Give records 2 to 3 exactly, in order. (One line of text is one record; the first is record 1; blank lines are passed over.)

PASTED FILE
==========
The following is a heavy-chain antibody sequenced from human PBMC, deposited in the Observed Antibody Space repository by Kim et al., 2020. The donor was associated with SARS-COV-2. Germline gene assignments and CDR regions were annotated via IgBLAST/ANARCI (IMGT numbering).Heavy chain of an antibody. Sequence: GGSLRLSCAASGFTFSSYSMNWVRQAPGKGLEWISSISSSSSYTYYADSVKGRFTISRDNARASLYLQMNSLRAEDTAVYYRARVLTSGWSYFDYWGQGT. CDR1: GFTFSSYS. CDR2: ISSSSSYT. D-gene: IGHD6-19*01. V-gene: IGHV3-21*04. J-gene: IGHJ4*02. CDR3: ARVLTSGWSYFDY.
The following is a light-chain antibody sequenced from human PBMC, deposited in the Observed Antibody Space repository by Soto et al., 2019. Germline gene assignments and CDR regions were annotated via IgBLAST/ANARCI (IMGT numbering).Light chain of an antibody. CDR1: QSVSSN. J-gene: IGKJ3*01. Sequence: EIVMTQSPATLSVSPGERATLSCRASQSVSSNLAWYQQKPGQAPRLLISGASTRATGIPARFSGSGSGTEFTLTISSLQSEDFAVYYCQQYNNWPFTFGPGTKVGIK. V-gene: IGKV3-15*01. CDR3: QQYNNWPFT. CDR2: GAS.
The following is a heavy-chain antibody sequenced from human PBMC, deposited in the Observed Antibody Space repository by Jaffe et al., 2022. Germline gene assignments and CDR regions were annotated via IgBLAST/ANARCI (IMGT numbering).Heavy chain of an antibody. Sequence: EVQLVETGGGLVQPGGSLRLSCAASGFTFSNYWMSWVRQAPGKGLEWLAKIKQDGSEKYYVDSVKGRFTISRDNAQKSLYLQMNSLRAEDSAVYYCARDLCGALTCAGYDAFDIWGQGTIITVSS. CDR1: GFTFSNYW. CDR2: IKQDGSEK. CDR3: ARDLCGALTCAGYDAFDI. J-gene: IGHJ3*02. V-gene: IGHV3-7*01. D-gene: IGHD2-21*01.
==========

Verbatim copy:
The following is a light-chain antibody sequenced from human PBMC, deposited in the Observed Antibody Space repository by Soto et al., 2019. Germline gene assignments and CDR regions were annotated via IgBLAST/ANARCI (IMGT numbering).Light chain of an antibody. CDR1: QSVSSN. J-gene: IGKJ3*01. Sequence: EIVMTQSPATLSVSPGERATLSCRASQSVSSNLAWYQQKPGQAPRLLISGASTRATGIPARFSGSGSGTEFTLTISSLQSEDFAVYYCQQYNNWPFTFGPGTKVGIK. V-gene: IGKV3-15*01. CDR3: QQYNNWPFT. CDR2: GAS.
The following is a heavy-chain antibody sequenced from human PBMC, deposited in the Observed Antibody Space repository by Jaffe et al., 2022. Germline gene assignments and CDR regions were annotated via IgBLAST/ANARCI (IMGT numbering).Heavy chain of an antibody. Sequence: EVQLVETGGGLVQPGGSLRLSCAASGFTFSNYWMSWVRQAPGKGLEWLAKIKQDGSEKYYVDSVKGRFTISRDNAQKSLYLQMNSLRAEDSAVYYCARDLCGALTCAGYDAFDIWGQGTIITVSS. CDR1: GFTFSNYW. CDR2: IKQDGSEK. CDR3: ARDLCGALTCAGYDAFDI. J-gene: IGHJ3*02. V-gene: IGHV3-7*01. D-gene: IGHD2-21*01.